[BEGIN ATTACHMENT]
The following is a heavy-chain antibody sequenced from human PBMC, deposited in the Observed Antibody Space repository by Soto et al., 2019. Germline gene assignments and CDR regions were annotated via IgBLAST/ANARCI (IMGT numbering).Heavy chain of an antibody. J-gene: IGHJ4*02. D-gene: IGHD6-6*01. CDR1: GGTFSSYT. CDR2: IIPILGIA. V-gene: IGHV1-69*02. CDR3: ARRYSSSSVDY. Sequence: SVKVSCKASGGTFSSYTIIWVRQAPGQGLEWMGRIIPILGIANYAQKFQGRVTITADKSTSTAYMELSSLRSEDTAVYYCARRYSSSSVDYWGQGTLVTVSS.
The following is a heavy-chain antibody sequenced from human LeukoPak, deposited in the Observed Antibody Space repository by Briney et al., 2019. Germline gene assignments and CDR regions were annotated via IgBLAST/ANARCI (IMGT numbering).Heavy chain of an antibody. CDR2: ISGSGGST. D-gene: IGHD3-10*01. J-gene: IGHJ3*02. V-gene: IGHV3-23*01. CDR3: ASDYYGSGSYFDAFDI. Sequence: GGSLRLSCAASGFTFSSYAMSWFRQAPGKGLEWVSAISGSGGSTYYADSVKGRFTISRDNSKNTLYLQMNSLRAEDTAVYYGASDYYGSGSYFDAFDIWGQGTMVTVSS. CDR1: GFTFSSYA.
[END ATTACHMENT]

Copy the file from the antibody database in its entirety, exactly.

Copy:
The following is a heavy-chain antibody sequenced from human PBMC, deposited in the Observed Antibody Space repository by Soto et al., 2019. Germline gene assignments and CDR regions were annotated via IgBLAST/ANARCI (IMGT numbering).Heavy chain of an antibody. J-gene: IGHJ4*02. D-gene: IGHD6-6*01. CDR1: GGTFSSYT. CDR2: IIPILGIA. V-gene: IGHV1-69*02. CDR3: ARRYSSSSVDY. Sequence: SVKVSCKASGGTFSSYTIIWVRQAPGQGLEWMGRIIPILGIANYAQKFQGRVTITADKSTSTAYMELSSLRSEDTAVYYCARRYSSSSVDYWGQGTLVTVSS.
The following is a heavy-chain antibody sequenced from human LeukoPak, deposited in the Observed Antibody Space repository by Briney et al., 2019. Germline gene assignments and CDR regions were annotated via IgBLAST/ANARCI (IMGT numbering).Heavy chain of an antibody. CDR2: ISGSGGST. D-gene: IGHD3-10*01. J-gene: IGHJ3*02. V-gene: IGHV3-23*01. CDR3: ASDYYGSGSYFDAFDI. Sequence: GGSLRLSCAASGFTFSSYAMSWFRQAPGKGLEWVSAISGSGGSTYYADSVKGRFTISRDNSKNTLYLQMNSLRAEDTAVYYGASDYYGSGSYFDAFDIWGQGTMVTVSS. CDR1: GFTFSSYA.